Feb 24, 2004
This is a review of the Fleetwood Mac concert on Feb 23 in Melbourne, AUS at the Rod Laver Arena.
By Patrick Donovan
Depending on your musical preference, Fleetwood Mac is one of the great lost blues bands, the quintessence of California soft-rock and LA excess or one of the greatest pop groups of all time.
Impartial rock historians would probably consider all three verdicts valid. The band did lose its edge after drummer Mick Fleetwood and bassist John McVie replaced its crack blues guitarists with the pop dynamics of Stevie Nicks and Lindsey Buckingham. But while the new team propelled the band to superstar status with slickly crafted pop, the songs were underscored by real emotions and tension.
At Rod Laver Arena last night, about 12,000 fans paid up to $200 each to rekindle memories on the band's first Australian tour in 14 years. But it was not just a nostalgia trip; they also played songs from their first studio album in 15 years, Say You Will.
The baby boomer-heavy crowd came to hear the hits off the sixth most popular album of all time, Rumours. Having sold just under 20 million copies, it continues to provide for them, with the Say You Will tour grossing $US91 million in the US last year.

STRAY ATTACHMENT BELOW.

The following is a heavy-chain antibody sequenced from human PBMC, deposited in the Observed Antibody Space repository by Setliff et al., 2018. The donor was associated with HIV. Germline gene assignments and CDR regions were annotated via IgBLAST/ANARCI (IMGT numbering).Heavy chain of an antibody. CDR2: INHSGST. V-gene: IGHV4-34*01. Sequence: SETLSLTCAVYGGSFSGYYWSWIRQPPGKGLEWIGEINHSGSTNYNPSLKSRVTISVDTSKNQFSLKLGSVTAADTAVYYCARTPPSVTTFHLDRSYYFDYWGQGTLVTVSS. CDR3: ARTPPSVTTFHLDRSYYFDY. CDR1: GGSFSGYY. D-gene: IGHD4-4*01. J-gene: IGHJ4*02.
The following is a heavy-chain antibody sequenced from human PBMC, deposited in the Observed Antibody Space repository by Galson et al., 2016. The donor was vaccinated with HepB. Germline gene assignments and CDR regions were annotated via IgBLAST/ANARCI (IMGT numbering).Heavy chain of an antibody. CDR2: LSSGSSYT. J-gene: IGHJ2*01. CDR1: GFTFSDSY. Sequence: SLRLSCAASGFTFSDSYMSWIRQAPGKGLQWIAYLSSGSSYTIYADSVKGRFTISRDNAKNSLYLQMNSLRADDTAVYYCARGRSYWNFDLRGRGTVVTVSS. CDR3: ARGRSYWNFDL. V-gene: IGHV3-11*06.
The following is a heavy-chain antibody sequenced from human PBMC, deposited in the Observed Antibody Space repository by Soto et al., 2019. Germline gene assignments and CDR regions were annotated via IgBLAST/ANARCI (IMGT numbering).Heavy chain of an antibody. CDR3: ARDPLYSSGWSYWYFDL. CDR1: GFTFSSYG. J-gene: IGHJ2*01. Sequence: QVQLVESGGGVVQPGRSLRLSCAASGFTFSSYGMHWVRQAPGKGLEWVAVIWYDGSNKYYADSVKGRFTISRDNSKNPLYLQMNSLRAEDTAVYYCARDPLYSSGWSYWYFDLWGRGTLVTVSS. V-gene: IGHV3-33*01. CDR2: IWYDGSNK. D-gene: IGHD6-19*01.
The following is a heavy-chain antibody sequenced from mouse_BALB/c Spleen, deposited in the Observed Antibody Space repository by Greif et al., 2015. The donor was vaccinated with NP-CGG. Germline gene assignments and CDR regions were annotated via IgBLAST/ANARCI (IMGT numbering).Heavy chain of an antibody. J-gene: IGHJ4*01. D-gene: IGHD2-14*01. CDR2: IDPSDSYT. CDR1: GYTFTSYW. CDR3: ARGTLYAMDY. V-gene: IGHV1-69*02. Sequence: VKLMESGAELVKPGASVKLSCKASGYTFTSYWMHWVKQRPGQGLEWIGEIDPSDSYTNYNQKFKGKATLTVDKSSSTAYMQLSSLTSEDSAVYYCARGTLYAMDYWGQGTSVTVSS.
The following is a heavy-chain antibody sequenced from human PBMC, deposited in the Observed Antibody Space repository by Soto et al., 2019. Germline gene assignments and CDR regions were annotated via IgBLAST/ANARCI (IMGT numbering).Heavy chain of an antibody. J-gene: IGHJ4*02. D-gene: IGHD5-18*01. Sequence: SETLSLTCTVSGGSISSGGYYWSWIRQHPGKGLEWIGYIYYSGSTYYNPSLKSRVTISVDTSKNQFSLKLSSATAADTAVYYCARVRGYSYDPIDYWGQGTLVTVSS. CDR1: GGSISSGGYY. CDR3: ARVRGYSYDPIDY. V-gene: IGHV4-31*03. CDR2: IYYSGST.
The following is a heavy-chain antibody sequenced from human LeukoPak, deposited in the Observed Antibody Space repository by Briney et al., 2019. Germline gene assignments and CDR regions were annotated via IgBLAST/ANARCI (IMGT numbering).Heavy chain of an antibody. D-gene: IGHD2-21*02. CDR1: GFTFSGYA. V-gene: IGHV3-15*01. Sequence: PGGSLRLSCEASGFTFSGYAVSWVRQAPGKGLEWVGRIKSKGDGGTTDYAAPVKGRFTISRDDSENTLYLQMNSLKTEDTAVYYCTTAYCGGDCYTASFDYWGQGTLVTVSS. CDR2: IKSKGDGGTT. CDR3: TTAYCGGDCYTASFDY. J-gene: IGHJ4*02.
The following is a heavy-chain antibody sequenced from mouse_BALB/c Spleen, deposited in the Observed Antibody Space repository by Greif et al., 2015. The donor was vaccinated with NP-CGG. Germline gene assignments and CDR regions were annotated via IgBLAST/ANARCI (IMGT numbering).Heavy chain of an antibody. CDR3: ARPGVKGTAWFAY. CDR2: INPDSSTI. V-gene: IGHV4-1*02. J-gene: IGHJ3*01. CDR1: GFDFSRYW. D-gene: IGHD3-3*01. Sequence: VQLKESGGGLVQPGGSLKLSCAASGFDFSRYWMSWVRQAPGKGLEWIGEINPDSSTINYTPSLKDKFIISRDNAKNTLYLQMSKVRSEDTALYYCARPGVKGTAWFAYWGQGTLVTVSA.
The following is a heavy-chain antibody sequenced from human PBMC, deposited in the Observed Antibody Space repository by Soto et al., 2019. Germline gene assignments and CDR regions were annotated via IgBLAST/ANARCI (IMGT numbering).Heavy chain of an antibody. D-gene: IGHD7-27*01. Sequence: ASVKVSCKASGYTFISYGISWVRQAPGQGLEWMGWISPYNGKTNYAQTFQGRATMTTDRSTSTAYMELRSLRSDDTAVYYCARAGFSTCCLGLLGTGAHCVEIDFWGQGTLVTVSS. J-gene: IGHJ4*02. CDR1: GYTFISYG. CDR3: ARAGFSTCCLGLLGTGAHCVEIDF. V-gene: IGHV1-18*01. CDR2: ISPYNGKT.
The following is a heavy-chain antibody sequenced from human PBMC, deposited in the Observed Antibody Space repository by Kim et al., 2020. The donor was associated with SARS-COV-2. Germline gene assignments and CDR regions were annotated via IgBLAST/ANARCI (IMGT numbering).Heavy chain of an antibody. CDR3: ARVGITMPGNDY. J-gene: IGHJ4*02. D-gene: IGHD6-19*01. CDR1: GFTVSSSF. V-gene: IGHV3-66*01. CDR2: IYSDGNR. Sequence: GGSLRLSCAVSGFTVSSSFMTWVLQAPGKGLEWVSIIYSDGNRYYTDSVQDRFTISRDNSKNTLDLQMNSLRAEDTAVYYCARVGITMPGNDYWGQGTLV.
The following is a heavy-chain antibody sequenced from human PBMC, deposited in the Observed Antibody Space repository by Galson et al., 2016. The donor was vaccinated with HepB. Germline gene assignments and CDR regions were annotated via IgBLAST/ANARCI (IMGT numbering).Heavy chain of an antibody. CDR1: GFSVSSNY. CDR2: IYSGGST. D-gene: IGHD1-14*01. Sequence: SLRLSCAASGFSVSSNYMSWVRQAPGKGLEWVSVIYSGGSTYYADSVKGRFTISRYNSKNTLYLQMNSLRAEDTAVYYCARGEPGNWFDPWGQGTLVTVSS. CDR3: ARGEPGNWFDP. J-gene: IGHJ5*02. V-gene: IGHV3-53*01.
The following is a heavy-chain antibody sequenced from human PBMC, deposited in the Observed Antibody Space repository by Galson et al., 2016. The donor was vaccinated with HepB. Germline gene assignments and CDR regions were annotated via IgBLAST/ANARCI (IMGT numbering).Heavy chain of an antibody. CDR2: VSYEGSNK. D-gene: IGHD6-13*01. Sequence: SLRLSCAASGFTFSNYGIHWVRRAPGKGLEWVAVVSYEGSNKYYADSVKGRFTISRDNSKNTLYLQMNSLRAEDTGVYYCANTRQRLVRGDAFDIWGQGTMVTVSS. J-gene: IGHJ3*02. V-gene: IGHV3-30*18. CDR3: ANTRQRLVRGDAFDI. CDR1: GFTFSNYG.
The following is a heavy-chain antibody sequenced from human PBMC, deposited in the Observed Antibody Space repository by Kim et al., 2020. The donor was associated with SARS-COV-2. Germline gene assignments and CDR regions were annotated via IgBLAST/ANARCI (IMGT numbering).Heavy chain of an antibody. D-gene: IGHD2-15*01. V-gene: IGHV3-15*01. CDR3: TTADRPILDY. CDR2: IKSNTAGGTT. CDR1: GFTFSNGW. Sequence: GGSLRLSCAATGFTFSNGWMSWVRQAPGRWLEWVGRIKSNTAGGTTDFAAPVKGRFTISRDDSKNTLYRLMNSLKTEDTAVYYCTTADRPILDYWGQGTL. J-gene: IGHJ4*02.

Noticeably absent from the latest album and tour is John McVie's ex-wife, keyboardist Christine McVie, perhaps the band's unsung hero. But just the fact that former lovers Nicks and Buckingham can share the same stage is enough for the fans, and it was that pairing that worked best on stage here.
Fleetwood Mac were greater than the sum of their parts. Their chemistry was built on complementary songwriting, the sexual frisson between the band's couples, a brandy-and-cocaine diet and all the resulting tensions.
Decked out in her signature multi-layered, free-flowing, goth-boudoir ensemble (which inspired many clones in the crowd), 55-year-old Nicks filled the arena with her husky voice on classics including The Chain, Dreams, Rhiannon and Gypsy.
Buckingham's dextrous guitar playing had more room to fill in the absence of McVie's keyboards, and at times he unleashed a frustrated rocker from within, with long self-indulgent solos. But his guitar-god posturing was really only possible in front of a crowd unaccustomed to harder rock.
The fact that the group is still performing is less a cash-in and more testament to survival. Buckingham summed it up: "It's been a long and mostly a strange trip, but the point is, here we are."
The gig peaked with a three-drum version of the tribal masterpiece Tusk, the classic Go your Own Way, and the hit that Bill Clinton adopted for his presidential campaign, Don't Stop. The crowd was finally on their feet.
Fleetwood Mac play again at the Rod Laver Arena tonight (Tuesday).